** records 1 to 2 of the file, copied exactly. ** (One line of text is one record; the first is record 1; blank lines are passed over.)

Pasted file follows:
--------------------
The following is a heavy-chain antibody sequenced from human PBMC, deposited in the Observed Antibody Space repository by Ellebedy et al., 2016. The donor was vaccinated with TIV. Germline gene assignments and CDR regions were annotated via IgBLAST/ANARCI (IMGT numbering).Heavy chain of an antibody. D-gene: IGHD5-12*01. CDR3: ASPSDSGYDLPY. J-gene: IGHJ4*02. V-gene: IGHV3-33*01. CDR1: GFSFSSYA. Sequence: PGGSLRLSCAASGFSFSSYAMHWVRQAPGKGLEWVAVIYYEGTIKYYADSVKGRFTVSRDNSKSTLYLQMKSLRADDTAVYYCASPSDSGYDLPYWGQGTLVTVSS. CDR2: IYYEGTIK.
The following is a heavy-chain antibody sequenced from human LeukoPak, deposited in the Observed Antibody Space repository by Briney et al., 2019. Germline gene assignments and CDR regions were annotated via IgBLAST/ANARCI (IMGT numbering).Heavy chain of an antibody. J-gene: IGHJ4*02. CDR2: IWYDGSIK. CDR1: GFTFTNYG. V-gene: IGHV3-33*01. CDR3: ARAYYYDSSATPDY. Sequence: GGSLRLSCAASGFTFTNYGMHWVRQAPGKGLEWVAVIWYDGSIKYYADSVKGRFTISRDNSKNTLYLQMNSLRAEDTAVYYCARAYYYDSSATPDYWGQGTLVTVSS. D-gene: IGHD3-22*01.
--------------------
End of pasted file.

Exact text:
The following is a heavy-chain antibody sequenced from human PBMC, deposited in the Observed Antibody Space repository by Ellebedy et al., 2016. The donor was vaccinated with TIV. Germline gene assignments and CDR regions were annotated via IgBLAST/ANARCI (IMGT numbering).Heavy chain of an antibody. D-gene: IGHD5-12*01. CDR3: ASPSDSGYDLPY. J-gene: IGHJ4*02. V-gene: IGHV3-33*01. CDR1: GFSFSSYA. Sequence: PGGSLRLSCAASGFSFSSYAMHWVRQAPGKGLEWVAVIYYEGTIKYYADSVKGRFTVSRDNSKSTLYLQMKSLRADDTAVYYCASPSDSGYDLPYWGQGTLVTVSS. CDR2: IYYEGTIK.
The following is a heavy-chain antibody sequenced from human LeukoPak, deposited in the Observed Antibody Space repository by Briney et al., 2019. Germline gene assignments and CDR regions were annotated via IgBLAST/ANARCI (IMGT numbering).Heavy chain of an antibody. J-gene: IGHJ4*02. CDR2: IWYDGSIK. CDR1: GFTFTNYG. V-gene: IGHV3-33*01. CDR3: ARAYYYDSSATPDY. Sequence: GGSLRLSCAASGFTFTNYGMHWVRQAPGKGLEWVAVIWYDGSIKYYADSVKGRFTISRDNSKNTLYLQMNSLRAEDTAVYYCARAYYYDSSATPDYWGQGTLVTVSS. D-gene: IGHD3-22*01.